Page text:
I don't know anything about synthetic innoculants. What I've used is a naturally occurring soil microbe that works with the bean plant to fix nitrogen from the atmosphere - plants can't do that by themselves. If you've been growing beans successfully in the space in the past, the bacterium is already there and you don't need the innoculant - it will just continue to reproduce itself every year. If you do add the innoculant, it won't make your beans grow any better 'cause the ecosystem will only support a certain amount of the bacteria and the extra will just die off. If you're starting a new plot and want to make sure your beans have what they need, you have nothing to lose but $$ by adding the innoculant - it's organic. If your soil was previously used, say, to grow a chemically treated lawn, you probably don't have much of any healthy life in your soil and you need the innoculant in the first year. The only way to know for sure is to pull up a plant halfway through the growing season and see if it has lots of node on its roots (this is the clearest picture I could find www.agweb.com/assets/1/9/NewsMainIma ge /nodules_on_soybeans.jpg ). If it doesn't have the nodes, it's not able to fix nitrogen and you need to innoculate the soil, but it's too late for that year. So my take on it is why wait to find out? Oh, and if you have lots of clover volunteering on the soil before you turn it into a bean patch, that's just as good to know as having beans grow well there - if clover likes it, it's innoculated.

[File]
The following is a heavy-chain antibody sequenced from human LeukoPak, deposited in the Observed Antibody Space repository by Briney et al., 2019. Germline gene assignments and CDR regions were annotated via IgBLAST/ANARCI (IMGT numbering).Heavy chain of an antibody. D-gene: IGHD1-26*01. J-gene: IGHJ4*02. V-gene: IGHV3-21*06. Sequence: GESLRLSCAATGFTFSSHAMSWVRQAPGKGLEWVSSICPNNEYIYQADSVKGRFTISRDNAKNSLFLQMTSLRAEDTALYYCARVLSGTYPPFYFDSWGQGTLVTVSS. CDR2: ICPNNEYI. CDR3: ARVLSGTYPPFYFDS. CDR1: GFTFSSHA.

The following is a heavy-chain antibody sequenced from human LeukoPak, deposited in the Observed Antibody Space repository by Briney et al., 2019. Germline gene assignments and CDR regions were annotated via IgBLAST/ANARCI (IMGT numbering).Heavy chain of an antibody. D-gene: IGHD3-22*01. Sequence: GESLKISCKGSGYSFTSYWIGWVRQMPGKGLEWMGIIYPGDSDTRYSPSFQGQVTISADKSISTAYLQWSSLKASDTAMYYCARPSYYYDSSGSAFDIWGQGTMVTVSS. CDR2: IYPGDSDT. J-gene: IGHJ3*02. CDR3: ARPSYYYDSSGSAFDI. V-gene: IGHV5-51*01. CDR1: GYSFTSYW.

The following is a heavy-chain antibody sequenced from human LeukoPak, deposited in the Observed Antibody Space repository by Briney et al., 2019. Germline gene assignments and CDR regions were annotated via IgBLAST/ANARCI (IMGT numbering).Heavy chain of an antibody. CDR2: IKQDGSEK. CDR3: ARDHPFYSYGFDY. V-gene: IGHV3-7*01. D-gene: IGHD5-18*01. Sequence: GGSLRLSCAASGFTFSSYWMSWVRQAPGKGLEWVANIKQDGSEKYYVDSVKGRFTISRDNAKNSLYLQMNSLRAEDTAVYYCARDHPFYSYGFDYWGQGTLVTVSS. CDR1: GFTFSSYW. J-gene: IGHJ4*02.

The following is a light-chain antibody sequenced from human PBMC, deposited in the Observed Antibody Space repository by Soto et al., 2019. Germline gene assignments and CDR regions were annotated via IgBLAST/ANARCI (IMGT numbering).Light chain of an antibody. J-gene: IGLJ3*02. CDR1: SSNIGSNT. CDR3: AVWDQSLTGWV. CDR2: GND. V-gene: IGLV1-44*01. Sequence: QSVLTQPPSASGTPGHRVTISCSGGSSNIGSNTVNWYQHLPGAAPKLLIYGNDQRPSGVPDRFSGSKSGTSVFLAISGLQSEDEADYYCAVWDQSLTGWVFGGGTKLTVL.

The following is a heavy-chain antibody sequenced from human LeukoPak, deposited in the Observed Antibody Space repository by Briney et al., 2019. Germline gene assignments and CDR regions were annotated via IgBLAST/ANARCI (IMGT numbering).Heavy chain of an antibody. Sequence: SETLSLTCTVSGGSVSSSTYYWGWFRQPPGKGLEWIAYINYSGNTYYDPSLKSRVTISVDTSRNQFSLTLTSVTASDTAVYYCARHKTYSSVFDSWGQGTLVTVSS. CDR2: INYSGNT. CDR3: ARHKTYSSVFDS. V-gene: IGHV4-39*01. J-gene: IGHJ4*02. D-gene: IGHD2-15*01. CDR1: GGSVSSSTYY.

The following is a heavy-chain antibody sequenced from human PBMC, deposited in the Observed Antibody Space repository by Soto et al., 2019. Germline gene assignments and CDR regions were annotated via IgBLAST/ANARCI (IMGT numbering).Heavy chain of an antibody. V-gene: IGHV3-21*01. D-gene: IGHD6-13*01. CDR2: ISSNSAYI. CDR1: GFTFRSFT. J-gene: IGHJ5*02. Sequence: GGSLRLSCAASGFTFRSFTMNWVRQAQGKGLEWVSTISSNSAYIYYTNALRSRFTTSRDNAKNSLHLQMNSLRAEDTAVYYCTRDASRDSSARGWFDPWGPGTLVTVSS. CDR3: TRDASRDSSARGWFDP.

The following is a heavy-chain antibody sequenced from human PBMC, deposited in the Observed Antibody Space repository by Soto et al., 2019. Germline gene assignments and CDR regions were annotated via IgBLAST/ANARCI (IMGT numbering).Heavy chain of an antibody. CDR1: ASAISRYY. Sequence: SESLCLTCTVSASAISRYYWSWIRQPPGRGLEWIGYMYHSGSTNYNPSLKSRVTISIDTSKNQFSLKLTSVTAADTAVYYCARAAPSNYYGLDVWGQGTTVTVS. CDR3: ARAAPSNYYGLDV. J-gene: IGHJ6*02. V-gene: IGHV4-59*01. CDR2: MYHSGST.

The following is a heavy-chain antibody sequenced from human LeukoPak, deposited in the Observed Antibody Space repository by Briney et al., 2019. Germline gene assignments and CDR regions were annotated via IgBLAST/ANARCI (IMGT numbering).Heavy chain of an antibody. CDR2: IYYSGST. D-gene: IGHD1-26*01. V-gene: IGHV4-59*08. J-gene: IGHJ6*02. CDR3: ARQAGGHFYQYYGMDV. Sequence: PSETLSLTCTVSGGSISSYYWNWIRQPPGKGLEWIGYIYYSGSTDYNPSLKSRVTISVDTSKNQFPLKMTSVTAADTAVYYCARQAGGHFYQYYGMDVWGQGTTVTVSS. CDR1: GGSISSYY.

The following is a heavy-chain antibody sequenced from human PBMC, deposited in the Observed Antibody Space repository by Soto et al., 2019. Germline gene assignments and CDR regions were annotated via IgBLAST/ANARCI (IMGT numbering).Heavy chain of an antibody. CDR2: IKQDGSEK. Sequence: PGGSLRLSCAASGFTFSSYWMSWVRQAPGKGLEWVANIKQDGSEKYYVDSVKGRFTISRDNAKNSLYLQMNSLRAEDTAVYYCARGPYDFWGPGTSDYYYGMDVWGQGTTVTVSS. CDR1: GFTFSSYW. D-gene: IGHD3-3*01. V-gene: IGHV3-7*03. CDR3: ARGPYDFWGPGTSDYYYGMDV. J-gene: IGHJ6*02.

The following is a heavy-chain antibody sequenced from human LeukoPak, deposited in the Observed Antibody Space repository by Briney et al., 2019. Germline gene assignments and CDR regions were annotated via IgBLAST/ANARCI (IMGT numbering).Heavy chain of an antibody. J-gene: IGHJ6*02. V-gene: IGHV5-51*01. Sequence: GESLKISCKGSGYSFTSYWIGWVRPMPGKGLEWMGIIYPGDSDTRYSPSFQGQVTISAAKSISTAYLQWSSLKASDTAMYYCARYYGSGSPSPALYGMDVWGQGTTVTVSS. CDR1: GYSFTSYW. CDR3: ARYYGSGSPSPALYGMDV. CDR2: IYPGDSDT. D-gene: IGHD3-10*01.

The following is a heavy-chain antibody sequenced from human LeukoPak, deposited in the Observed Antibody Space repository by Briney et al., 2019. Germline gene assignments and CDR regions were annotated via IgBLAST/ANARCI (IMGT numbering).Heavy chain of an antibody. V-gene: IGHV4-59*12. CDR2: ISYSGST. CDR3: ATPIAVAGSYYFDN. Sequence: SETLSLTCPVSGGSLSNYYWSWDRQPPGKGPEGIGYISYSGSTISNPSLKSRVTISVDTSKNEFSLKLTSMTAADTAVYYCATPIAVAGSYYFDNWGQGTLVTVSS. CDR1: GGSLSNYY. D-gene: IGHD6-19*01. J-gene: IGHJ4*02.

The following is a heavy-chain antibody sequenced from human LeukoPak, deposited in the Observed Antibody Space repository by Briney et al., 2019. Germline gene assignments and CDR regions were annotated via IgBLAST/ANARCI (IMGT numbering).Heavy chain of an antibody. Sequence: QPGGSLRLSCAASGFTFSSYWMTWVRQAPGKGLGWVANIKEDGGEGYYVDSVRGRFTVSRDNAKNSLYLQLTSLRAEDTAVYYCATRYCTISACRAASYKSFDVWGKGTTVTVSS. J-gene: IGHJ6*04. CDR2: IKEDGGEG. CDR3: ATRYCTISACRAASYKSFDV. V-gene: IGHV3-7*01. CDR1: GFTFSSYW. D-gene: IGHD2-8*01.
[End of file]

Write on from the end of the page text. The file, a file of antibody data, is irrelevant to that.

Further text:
He drew a circle that shut me out-- Heretic, a rebel, a thing to flout. But Love and I had the wit to win: We drew a circle that took him in! -Edwin Markham
I'm sorry I have never heard of pink powder on seeds and I plant a very wide variety of beans (pole and bush), and peas and even sweet peas. I have used inoculant and usually forget that I have it until after I plant, so some in my garden have it and some don't. I have never noticed any difference in the plants. If you have it, it won't hurt to use it, but I found it's not necessary. Of course, soil and growing conditions are different, so if you notice that your beans don't do well then use it.
Pounds lost: 5.6
Fitness Minutes: (59,459) Posts: 3,903 11/2/12 8:41 P
So, is using inoculant considered to be an organic growing practice. And I've already planted peas and bush beans without inoculant being added, and I know there was no pink powder or any other color on the seeds.. 2 bean plants have started to flower. Is there a remedy at this time?
Is it necessary?
I've read a little, but I remember buying seeds in the past that had a hot pink powder and I wasn't supposed to touch them without gloves, etc. That was a long time ago, and my memory isn't reliable.
SparkPeople, SparkCoach, SparkPages, SparkPoints, SparkDiet, SparkAmerica, SparkRecipes, DailySpark, and other marks are trademarks of SparkPeople, Inc. All Rights Reserved.
SPARKPEOPLE is a registered trademark of SparkPeople, Inc. in the United States, European Union, Canada, and Australia. All rights reserved.